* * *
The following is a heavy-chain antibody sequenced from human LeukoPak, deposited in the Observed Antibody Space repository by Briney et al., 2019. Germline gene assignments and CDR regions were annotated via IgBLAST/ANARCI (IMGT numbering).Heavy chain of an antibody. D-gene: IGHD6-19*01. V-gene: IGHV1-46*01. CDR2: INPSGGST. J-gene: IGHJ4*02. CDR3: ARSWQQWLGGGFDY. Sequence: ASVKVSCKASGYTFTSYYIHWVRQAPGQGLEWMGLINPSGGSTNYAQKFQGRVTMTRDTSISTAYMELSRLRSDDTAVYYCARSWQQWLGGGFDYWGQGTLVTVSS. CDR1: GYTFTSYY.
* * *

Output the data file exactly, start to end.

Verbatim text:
The following is a heavy-chain antibody sequenced from human LeukoPak, deposited in the Observed Antibody Space repository by Briney et al., 2019. Germline gene assignments and CDR regions were annotated via IgBLAST/ANARCI (IMGT numbering).Heavy chain of an antibody. D-gene: IGHD6-19*01. V-gene: IGHV1-46*01. CDR2: INPSGGST. J-gene: IGHJ4*02. CDR3: ARSWQQWLGGGFDY. Sequence: ASVKVSCKASGYTFTSYYIHWVRQAPGQGLEWMGLINPSGGSTNYAQKFQGRVTMTRDTSISTAYMELSRLRSDDTAVYYCARSWQQWLGGGFDYWGQGTLVTVSS. CDR1: GYTFTSYY.